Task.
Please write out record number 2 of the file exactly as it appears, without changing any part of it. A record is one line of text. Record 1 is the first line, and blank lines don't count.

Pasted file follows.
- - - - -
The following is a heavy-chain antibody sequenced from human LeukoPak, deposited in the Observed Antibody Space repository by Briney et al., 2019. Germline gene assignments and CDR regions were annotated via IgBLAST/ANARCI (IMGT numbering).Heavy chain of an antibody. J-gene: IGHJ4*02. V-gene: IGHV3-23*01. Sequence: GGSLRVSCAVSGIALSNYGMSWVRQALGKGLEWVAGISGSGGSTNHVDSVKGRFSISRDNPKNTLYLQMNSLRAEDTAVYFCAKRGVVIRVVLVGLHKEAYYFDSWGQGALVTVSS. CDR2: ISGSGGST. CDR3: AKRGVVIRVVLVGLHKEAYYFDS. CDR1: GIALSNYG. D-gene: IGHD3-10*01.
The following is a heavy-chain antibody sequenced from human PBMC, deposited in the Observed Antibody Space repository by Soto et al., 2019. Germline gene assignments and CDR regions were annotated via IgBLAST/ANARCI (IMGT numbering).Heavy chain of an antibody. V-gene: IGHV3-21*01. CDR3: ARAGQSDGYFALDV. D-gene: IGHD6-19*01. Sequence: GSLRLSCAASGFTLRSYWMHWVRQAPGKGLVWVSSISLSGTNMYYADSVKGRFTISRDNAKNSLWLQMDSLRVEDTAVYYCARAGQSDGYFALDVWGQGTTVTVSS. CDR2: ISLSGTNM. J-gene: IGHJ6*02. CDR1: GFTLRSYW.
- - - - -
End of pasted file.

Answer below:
The following is a heavy-chain antibody sequenced from human PBMC, deposited in the Observed Antibody Space repository by Soto et al., 2019. Germline gene assignments and CDR regions were annotated via IgBLAST/ANARCI (IMGT numbering).Heavy chain of an antibody. V-gene: IGHV3-21*01. CDR3: ARAGQSDGYFALDV. D-gene: IGHD6-19*01. Sequence: GSLRLSCAASGFTLRSYWMHWVRQAPGKGLVWVSSISLSGTNMYYADSVKGRFTISRDNAKNSLWLQMDSLRVEDTAVYYCARAGQSDGYFALDVWGQGTTVTVSS. CDR2: ISLSGTNM. J-gene: IGHJ6*02. CDR1: GFTLRSYW.